I was recently invited to speak to our Jewish brethren in Australia. Prior to my arrival in Sydney, I received a phone call from a local resident asking if I could find a few minutes during my stay to visit her elderly, ailing father. She went on to explain that as a young man, her father had been in a slave labor camp in Szeged, the city of my birth in Hungary, where my father, Rabbi Avraham HaLevi Jungreis, zt’l, was the Chief Orthodox Rabbi. Prior to our deportation to the concentration camps, the Hungarians conscripted all the Jewish young men for slave labor, and our city, Szeged, was one of the major gathering places in which they were assembled prior to being shipped out.
As the rabbi of the city, my father was able to obtain permission to visit these boys daily to bring them messages from home and impart words of Torah and hope. My father would also smuggle in medication and letters from family, but since he was searched, this was no easy task. My mother came up with the novel ideal of sending my brother and me along and secreting these items in the linings of our coats, so at a tender age, we were initiated into the meaning of ahavas Yisroel (love of fellow Jews). We saw with our own eyes the total mesiras nefesh – commitment – of our parents to every Jew, and that experience left an indelible impression on our souls. My father not only visited those young men, but he also managed to obtain permission for them to have brief furloughs so that they might visit our home. My mother cooked and baked for them while my father studied Torah with them, enveloped them in his love and blessed them.
From time to time in my travels throughout the world, I meet an elderly Yid who was one of those boys to whom my parents so caringly reached out in that time of darkness, and now I discovered that Sydney, Australia would be no exception. My caller related that her father had been among those who came to us regularly so that he might put on Tefillin. She went on to say that he remembered me opening the door for him and running excitedly to my father exclaiming, “The soldier has come to put on Tefillin!” Memories rushed back. It happened so long ago, but for all that, it could have been today. Those painful years remain deeply etched on my heart.. “B’ezras HaShem,” I told her, “of course I will visit your father. It will be my privilege to do so.”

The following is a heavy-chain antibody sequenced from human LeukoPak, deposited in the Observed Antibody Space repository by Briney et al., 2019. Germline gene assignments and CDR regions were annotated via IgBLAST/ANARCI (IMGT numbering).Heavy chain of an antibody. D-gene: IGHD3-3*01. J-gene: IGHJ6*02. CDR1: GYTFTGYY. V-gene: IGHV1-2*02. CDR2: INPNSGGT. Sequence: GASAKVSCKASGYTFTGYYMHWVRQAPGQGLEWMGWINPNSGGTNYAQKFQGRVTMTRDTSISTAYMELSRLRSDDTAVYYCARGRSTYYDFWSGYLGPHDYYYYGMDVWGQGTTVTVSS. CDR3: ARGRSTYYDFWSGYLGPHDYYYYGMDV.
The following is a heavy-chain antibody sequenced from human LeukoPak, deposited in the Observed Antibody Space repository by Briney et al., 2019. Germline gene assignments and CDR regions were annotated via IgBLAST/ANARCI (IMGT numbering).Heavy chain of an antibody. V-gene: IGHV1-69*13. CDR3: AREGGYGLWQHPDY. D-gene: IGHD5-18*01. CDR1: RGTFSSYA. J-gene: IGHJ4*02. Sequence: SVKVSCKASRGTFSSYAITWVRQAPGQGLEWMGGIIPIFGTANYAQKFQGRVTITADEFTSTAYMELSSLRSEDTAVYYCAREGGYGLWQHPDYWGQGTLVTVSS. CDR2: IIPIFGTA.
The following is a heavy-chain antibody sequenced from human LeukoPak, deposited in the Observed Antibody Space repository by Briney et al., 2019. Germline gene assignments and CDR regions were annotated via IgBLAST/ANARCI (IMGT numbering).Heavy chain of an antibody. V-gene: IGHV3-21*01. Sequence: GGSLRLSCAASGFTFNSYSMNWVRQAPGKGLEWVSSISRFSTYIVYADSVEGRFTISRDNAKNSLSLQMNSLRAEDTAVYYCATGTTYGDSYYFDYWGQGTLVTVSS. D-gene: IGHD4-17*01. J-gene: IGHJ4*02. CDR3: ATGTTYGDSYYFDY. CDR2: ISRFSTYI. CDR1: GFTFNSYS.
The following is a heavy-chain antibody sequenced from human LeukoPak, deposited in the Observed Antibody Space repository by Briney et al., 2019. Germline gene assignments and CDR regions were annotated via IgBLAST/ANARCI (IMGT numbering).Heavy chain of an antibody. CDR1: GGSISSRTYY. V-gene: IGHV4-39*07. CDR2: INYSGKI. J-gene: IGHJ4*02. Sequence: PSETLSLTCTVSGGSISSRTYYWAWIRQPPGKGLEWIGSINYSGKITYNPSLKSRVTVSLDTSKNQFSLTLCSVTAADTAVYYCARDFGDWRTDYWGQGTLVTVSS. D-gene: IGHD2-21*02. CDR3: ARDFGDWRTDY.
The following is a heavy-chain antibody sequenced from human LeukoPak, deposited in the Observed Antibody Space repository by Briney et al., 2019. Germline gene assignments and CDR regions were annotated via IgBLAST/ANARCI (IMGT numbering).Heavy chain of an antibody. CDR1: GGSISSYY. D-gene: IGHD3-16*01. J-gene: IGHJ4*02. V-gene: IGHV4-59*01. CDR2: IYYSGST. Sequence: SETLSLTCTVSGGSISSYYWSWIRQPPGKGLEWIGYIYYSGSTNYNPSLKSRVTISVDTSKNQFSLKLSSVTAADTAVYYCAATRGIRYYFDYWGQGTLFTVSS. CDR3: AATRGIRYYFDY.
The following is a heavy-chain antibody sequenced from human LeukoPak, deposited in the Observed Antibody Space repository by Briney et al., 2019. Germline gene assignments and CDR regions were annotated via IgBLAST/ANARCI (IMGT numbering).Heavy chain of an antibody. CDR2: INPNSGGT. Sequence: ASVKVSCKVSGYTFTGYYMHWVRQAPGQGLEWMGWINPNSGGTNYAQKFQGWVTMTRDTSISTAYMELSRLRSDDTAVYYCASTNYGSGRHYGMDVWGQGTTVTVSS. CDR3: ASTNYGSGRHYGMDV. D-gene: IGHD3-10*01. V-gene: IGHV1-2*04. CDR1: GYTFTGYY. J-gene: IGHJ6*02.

And so it was that on my first day in Sydney, I went to visit Reb Modche Weiss. He related story after story about the amazing chesed of my parents. My eyes brimmed over with tears. To hear stories about your mother and father who are now in Gan Eden is like receiving personal regards and brachas – blessings – from them.
I share this with you so that we may remain ever mindful of the importance of imparting a story about a zeide or a bubbie, a mother or a father. If you knew someone’s parents or grandparents, if you experienced their chesed and Torah, don’t keep it to yourself. Search out their children and relate it to them. It will give them new chiyus – life.
Stories about my parents and grandparents are legion. They energize me and inspire me to continue to speak, teach, and reach out. But it is not only the past that invigorates me. The amazing people I meet in every Jewish community give me the incentive to go on. I visited Sydney at the invitation of the Jewish Learning Center founded and directed by Rabbi David Blackman, a young, dynamic force and powerful Torah teacher. In Melbourne, this same program is led by a group of committed balabatim spearheaded by Merv Adler. They are all businessmen who voluntarily give of themselves to organize Torah programs for the Jewish community.
I last visited Sydney approximately 27 years ago, when Rabbi Michael Alony invited me to speak and help found Hineni of Australia, and now I was truly elated to learn that during these past 27 years, Hineni has flourished and grown, not only in Sydney, but in Melbourne as well. It was sheer nachas for me to meet young people who proudly identified themselves as members of the Hineni of Australia group. I met some of these young people at a Shabbos evening dinner celebrated at the Central Synagogue, where Rabbi Levi Wolff (formerly of the United States) is the loved spiritual leader. The young “Rosh” – Head of Hineni told me that the original bumper stickers that I brought with me more than a quarter of a century ago are still in their office.
In Melbourne, a woman approached me and told me that her son, who is one of Hineni’s leaders (but was currently out of the country) asked her to come to convey appreciation for the work of Hineni. It was through Hineni that he and his group became shomrei mitzvot, and Baruch Hashem, he plans to marry very shortly and establish a true Torah home.
Hineni in Melbourne is hosted in the beautiful synagogue of Rabbi Heilbrun, who graciously
welcomed us and made us feel at home. It is a special feeling of nachas to see such peiros – fruits of our labors.
During my week in Australia I had the zechus to address constantly growing audiences – the young as well as the old. But more than the size of the audiences, the genuine commitment to Torah and Yiddishkeit – the sincere yearning to learn and do more, was most exhilarating. We are living in incredible times. Our people are coming home.